Tatiana Yakovleva, curator: In-Out Performance, for me, is a labyrinth with three entrances and three exits divided by a space of darkness and questions. Let's take A Dark Room. Is it you who are in the room, or is the room in you? I was face to face with my own inner voice chatting so persistently and for a long time, chatting and chatting with me. It also turned out that one can reveal a mass of outside world sounds, transformed into a finely chopped DJ set while staying in the dark space during the process of listening to yourself.

Ulyana Lovchikova, participant of the performance: At the day of performance, I was full of thoughts like "oh, now I will hear everything", "wait, I will make such a great route". And indeed, while walking from the Patriarch Ponds, I heard all sorts of sounds – a saxophone, some ducks, the sounds of a building site. It was as if everyone knew what route I was on and tried to help me with all kinds of sounds. But as soon as we sat in the room, headphones in our ears, I realized that time runs differently here: actually, it was an internal time. It was as if a black hole opened.

Irina Sevastyanova, curator, route guide
. There was something like the sounds of a person screaming or talking in his/her sleep. And these sounds provoked a fear inside me as it belongs to the sphere of unconsciousness, as if you are opening the forbidden door at Bluebeard's Castle. To my mind, the performers were very brave to let other people enter into their personal field.
Vladimir Zhalnin, reporter: «You enter the dark room and hear the individual sounds. Some of them are sharp and strident, others are soft and pleasant. You can move around the room: come closer to the sound sources, or vice versa – move away to let sounds to be mixed and fill your head. Try to keep everything you hear".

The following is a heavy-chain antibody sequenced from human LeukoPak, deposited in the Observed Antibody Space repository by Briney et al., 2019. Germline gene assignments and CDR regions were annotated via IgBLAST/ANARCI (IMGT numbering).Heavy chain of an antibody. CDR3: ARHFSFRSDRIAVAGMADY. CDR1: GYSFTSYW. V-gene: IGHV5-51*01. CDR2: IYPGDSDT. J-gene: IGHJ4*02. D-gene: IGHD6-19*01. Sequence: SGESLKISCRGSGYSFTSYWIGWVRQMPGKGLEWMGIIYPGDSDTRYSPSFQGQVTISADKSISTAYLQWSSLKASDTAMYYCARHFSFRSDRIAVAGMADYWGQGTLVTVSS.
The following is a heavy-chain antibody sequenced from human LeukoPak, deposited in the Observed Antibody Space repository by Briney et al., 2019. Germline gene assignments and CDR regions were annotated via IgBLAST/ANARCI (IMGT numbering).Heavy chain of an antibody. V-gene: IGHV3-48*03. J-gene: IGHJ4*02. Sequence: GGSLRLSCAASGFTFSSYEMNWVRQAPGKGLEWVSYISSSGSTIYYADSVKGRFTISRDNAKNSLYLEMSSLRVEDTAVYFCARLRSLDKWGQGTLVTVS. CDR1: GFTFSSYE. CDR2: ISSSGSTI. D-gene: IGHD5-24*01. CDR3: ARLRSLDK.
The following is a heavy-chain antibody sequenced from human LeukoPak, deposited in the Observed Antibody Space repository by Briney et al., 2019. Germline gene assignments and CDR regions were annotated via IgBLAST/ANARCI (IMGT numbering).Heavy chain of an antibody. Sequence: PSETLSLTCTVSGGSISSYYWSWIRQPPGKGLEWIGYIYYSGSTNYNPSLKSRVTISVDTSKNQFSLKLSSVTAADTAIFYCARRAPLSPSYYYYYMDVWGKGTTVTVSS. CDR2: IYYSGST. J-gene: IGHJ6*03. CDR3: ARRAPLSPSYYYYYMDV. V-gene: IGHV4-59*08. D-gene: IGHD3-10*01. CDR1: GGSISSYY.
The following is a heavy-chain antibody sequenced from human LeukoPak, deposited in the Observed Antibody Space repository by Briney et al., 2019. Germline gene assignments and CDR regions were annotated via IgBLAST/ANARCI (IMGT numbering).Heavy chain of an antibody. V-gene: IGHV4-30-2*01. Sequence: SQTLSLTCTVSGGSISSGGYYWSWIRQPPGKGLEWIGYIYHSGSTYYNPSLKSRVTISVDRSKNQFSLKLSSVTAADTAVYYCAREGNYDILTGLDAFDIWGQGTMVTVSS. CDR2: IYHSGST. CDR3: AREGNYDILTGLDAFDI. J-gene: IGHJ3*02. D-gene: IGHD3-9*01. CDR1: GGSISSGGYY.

Dmitry Efremov, performer: A walk is the starting point of the performance. You are trying to keep in your mind everything you hear on the way, making accents, writing down this background into your memory. But when you are in a dark room, you need to distance from the audience and the other performers as much as possible, you need to distance from surrounding sounds – many performers used earplugs for it. I tried to concentrate on myself and to overcome everything I heard on my way to Gnesinka. Being in the dark room is both a recollection through the memory reduction and a search of something that is hidden deep down in yourself. Most of the time I stared into emptiness and tried to reproduce it with the sound. For me, there were no specific sounds in the physical sense – it was more like trying to document the visual images.

Nelya Nasibulina, participant of the performance:
It is said that someone else's soul is darkness. How about your own? How often do we look into the very depths of the soul, staring at unwanted memories? And how do we sound at this moment?
INOUT gave me an opportunity to get to know myself better. I experienced something that reminded me of childhood – that childish babble when you do not care about what others will think about you. This was such a natural flow of sounds beyond my control – sounds themselves came from me, I didn't have to invent them. It was like a return to my origins and to the true "me".

Xingyu Long, composer: When I was sitting in the dark room and doing deep self-exploration (thinking, making sound), I was "In". At this time, we are inside of our own perception, and we perceive the world by perception. Until we produce the sound, or, in other words, make the sound an "entity" in a certain sense – at this time, we are outside of the perception, we are "Out", because we are "visualizing" the world, this is a process from silent to sound. When the dark room becomes a Whole, it's "In" for the outside world, and it can even be described as the perception of the room. And when the door is opened, "Out" and "In" are once again connected together, like a Russian doll constructing this world.


Vladimir Zhalnin:
You enter the room with five boxes. Their contents are hidden from your view, but there is a hole in each of the boxes. You need to come up and put your hand in there. What's inside? Can its content be mixed? This questions the limits and boundaries of your personality. Sound is everything that sounds inside.